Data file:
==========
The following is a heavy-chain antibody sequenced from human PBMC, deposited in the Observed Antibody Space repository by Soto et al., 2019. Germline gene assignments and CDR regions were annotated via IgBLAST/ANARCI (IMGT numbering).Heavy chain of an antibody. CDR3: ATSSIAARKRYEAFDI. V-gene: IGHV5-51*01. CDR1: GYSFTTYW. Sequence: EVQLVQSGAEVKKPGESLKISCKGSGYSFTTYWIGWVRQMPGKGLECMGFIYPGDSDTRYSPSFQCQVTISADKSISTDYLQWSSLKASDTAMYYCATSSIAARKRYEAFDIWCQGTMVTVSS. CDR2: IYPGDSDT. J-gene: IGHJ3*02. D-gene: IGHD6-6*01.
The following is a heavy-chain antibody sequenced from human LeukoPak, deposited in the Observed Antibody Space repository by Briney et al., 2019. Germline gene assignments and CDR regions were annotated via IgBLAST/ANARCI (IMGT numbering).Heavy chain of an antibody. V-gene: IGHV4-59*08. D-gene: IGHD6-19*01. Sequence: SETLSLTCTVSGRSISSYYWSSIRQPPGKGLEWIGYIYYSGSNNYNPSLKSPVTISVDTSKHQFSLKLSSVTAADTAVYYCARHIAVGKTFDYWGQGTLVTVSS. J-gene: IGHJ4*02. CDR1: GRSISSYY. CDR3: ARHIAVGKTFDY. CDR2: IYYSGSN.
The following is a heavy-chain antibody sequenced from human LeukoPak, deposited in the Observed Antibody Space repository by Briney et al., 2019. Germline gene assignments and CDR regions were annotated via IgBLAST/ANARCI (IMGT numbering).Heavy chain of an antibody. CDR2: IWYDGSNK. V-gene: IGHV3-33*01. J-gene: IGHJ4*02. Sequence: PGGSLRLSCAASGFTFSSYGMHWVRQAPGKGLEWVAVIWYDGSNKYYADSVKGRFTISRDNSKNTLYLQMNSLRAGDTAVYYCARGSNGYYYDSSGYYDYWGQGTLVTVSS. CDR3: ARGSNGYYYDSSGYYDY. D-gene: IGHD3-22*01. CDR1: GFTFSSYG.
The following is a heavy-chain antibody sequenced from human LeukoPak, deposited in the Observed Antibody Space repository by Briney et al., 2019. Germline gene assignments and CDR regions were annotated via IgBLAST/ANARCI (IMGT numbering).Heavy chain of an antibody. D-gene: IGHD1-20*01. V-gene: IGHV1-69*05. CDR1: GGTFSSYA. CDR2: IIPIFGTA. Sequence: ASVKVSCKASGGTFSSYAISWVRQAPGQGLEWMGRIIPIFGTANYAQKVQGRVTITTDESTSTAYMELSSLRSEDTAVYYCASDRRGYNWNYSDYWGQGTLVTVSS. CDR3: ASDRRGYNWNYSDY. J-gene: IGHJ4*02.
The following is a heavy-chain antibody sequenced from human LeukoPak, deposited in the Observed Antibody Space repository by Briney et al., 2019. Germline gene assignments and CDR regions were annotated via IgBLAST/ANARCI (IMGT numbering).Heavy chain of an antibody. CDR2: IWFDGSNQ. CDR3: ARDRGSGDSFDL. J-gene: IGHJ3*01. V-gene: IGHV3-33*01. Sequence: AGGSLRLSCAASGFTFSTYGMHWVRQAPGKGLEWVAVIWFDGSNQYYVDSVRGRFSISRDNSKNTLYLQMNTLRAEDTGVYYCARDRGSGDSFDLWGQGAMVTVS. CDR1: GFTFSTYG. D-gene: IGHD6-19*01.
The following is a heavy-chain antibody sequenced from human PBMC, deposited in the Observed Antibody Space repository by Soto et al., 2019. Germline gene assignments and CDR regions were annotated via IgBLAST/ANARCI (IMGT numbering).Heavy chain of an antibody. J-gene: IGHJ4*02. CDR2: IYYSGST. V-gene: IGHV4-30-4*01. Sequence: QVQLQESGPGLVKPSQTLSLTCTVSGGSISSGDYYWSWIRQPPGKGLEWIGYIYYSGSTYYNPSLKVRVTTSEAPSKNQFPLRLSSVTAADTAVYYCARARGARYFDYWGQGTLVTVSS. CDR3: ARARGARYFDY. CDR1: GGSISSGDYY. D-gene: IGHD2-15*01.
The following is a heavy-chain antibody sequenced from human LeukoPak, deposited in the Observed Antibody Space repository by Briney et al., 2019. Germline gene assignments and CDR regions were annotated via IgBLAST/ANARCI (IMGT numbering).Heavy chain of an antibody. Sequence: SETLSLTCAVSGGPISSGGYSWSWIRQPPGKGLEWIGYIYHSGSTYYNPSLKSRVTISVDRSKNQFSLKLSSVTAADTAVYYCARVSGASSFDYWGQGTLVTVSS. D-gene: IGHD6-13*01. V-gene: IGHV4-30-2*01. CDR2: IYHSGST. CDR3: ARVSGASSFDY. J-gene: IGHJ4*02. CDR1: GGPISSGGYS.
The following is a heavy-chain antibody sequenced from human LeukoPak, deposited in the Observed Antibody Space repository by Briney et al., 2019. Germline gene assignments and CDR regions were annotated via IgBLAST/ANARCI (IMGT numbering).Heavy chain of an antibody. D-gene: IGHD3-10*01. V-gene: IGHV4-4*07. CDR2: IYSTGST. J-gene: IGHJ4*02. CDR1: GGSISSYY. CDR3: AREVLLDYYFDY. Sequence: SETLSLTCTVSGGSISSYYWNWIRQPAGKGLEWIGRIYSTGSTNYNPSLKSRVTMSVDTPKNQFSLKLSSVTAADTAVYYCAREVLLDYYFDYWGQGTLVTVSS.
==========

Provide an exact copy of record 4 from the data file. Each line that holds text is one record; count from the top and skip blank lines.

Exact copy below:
The following is a heavy-chain antibody sequenced from human LeukoPak, deposited in the Observed Antibody Space repository by Briney et al., 2019. Germline gene assignments and CDR regions were annotated via IgBLAST/ANARCI (IMGT numbering).Heavy chain of an antibody. D-gene: IGHD1-20*01. V-gene: IGHV1-69*05. CDR1: GGTFSSYA. CDR2: IIPIFGTA. Sequence: ASVKVSCKASGGTFSSYAISWVRQAPGQGLEWMGRIIPIFGTANYAQKVQGRVTITTDESTSTAYMELSSLRSEDTAVYYCASDRRGYNWNYSDYWGQGTLVTVSS. CDR3: ASDRRGYNWNYSDY. J-gene: IGHJ4*02.